Morphogenesis of self-assembling microelectronic modules could yield sustainable living technology
It is now apparent that the mass-produced artifacts of technology in our increasingly densely populated world—whether electronic devices, cars, batteries, phones, household appliances, or industrial robots—are increasingly at odds with the sustainable bounded ecosystems achieved by living organisms based on cells over millions of years.
Cells provide organisms with soft and sustainable environmental interactions with complete recycling of material components, except in a few notable cases like the creation of oxygen in the atmosphere, and of the fossil fuel reserves of oil and coal (as a result of missing biocatalysts).
However, the fantastic information content of biological cells (gigabits of information in DNA alone) and the complexities of protein biochemistry for metabolism seem to place a cellular approach well beyond the current capabilities of technology, and prevent the development of intrinsically sustainable technology.
SMARTLETs: Tiny, shape-changing modules that collectively self-organize into larger more complex systems
A recent perspective review published in Advanced Materials this month by researchers at the Research Center for Materials, Architectures and Integration of Nanomembranes (MAIN) of Chemnitz University of Technology, shows how a novel form of high-information-content “living technology” is now within reach, based on microrobotic electronic modules called SMARTLETs, which will soon be capable of self-assembling into complex artificial organisms.
The research belongs to the new field of microelectronic morphogenesis, the creation of form under microelectronic control, and builds on previous work at Chemnitz University of Technology to construct self-folding and self-locomoting thin film electronic modules.
The new modules carry tiny silicon chiplets between the folds, for a massive increase in information processing capabilities. Sufficient information can now be stored in each module to encode not only complex functions but fabrication recipes (electronic genomes) for clean rooms to allow the modules to be copied and evolved like cells, but safely because of the gating of reproduction through human operated clean room facilities.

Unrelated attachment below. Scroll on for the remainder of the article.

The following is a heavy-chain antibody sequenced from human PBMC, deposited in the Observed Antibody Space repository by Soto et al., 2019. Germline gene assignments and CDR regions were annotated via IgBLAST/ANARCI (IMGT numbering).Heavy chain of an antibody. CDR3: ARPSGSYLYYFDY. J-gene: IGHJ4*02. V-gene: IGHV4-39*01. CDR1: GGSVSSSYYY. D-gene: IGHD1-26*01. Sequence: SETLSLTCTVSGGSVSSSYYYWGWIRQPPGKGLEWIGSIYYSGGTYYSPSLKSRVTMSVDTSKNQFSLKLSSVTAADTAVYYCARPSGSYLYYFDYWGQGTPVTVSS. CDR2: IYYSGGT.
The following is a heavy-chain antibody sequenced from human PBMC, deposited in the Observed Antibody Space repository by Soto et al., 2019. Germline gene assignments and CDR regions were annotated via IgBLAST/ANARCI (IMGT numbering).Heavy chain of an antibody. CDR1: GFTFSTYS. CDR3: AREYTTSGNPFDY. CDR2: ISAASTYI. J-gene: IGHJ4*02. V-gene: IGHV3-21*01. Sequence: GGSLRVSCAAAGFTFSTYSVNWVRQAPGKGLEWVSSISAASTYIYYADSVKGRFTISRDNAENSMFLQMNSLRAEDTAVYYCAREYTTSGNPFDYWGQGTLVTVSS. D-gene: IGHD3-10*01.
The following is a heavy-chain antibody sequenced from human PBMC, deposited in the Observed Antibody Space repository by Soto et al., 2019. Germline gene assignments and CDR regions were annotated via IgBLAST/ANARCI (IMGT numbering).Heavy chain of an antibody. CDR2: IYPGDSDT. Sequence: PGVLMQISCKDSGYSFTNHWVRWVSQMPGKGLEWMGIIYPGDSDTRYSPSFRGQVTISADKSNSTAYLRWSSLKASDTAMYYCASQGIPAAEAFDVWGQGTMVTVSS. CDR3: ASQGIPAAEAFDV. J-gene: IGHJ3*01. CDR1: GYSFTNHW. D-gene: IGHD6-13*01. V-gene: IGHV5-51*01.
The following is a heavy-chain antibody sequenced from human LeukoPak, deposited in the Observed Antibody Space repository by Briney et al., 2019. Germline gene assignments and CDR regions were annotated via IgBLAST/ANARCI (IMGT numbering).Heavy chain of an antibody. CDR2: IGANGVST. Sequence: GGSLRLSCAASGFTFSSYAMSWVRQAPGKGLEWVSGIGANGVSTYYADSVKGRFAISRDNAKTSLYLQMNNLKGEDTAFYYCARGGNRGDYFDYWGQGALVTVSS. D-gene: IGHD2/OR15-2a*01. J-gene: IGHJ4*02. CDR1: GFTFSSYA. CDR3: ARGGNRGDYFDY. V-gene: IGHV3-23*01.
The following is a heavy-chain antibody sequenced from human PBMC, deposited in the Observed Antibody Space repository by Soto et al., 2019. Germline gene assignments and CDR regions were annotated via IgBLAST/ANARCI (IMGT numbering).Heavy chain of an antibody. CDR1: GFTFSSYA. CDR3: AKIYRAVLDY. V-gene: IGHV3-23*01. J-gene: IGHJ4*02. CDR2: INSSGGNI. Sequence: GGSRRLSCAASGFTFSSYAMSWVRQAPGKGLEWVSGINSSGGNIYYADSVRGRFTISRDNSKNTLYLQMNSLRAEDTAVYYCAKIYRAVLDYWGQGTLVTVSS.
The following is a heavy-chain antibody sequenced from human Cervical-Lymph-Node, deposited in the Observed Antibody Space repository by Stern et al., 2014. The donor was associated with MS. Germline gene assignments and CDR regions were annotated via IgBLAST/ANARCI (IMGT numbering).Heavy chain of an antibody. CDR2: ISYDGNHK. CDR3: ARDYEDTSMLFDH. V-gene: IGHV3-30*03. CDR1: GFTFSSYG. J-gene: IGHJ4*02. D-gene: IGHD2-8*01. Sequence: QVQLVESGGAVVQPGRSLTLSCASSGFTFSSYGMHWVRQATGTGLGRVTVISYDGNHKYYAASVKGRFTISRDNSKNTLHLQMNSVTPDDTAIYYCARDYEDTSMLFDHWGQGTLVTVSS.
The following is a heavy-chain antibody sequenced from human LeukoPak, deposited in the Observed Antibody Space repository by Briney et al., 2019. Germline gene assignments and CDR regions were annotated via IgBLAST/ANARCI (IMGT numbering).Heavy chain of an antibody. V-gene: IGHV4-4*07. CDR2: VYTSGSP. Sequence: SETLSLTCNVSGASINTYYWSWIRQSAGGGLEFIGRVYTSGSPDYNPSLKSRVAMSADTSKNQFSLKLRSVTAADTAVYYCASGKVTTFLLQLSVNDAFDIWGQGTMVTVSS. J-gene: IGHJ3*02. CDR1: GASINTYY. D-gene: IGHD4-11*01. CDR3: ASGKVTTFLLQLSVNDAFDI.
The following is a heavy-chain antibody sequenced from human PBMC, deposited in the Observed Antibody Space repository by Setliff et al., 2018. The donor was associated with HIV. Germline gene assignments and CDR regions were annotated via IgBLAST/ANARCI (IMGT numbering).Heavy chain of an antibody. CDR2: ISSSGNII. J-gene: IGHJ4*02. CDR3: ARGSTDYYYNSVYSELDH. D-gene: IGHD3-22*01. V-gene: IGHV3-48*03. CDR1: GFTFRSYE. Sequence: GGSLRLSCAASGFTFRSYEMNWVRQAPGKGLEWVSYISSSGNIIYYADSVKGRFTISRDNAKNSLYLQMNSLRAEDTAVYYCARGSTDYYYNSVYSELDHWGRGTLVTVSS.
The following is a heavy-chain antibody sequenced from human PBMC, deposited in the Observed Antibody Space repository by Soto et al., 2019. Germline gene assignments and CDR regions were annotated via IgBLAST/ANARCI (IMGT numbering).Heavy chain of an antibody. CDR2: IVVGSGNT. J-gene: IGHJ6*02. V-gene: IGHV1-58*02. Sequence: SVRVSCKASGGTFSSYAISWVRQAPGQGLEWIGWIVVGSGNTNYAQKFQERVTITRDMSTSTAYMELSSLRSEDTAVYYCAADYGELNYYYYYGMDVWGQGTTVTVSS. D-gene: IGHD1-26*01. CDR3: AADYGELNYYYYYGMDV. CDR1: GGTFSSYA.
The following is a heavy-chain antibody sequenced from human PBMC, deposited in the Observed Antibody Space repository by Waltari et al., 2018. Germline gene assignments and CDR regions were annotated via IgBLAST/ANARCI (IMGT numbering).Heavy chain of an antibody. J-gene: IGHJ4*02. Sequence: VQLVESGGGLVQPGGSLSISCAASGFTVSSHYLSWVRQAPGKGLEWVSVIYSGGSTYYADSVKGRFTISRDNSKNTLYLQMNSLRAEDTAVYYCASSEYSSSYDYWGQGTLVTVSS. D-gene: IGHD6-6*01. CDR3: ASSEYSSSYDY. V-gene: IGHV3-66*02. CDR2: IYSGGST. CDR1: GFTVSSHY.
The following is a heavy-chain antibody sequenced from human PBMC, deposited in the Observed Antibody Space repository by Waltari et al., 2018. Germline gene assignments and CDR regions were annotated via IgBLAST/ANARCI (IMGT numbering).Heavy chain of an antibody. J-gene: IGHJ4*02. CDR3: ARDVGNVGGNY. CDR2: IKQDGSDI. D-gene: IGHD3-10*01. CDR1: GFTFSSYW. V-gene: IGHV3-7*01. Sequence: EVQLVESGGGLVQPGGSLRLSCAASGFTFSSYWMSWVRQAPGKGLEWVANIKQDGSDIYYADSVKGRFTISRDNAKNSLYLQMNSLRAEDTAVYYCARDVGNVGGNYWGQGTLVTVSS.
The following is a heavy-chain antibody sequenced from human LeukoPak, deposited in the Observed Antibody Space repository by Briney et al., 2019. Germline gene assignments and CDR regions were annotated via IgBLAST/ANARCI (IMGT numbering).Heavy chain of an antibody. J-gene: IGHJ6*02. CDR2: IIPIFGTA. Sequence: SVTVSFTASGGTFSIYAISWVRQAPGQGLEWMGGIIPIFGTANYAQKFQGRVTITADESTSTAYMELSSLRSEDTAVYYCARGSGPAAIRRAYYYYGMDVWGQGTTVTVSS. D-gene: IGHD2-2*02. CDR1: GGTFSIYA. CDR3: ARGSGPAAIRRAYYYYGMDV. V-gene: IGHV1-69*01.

Electrical self-awareness during self-assembly
In addition, the chiplets can provide neuromorphic learning capabilities allowing them to improve performance during operation. A further key feature of the specific self-assembly of these modules, based on matching physical bar codes, is that electrical and fluidic connections can be achieved between modules.
These can then be employed, to make the electronic chiplets on board “aware” of the state of assembly, and of potential errors, allowing them to direct repair, correct mis-assembly, induce disassembly and form collective functions spanning many modules. Such functions include extended communication (antennae), power harvesting and redistribution, remote sensing, material redistribution etc.
So why is this technology vital for sustainability? The complete digital fabrication description for modules, for which actually only a limited number of types are required even for complex organisms, allows their material content, responsible originator and environmentally relevant exposure all to be read out. Prof. Dagmar Nuissl-Gesmann from the Law Department at Chemnitz University of Technology observes that “this fine-grained documentation of responsibility intrinsic down to microscopic scales will be a game changer in allowing legal assignment of environmental and social responsibility for our technical artifacts.”
Furthermore, the self-locomotion and self-assembly–disassembly capabilities allow the modules to self-sort for recycling. Modules can be regained, reused, reconfigured, and redeployed in different artificial organisms. If they are damaged, then their limited and documented types facilitate efficient custom recycling of materials with established and optimized protocols for these sorted and now identical entities. These capabilities complement the other more obvious advantages in terms of design development and reuse in this novel reconfigurable media.
Prof. Marlen Arnold, an expert in sustainability of the Faculty of Economics and Business Administration says, “Even at high volumes of deployment use, these properties could provide this technology with a hitherto unprecedented level of sustainability which would set the bar for future technologies to share our planet safely with us.”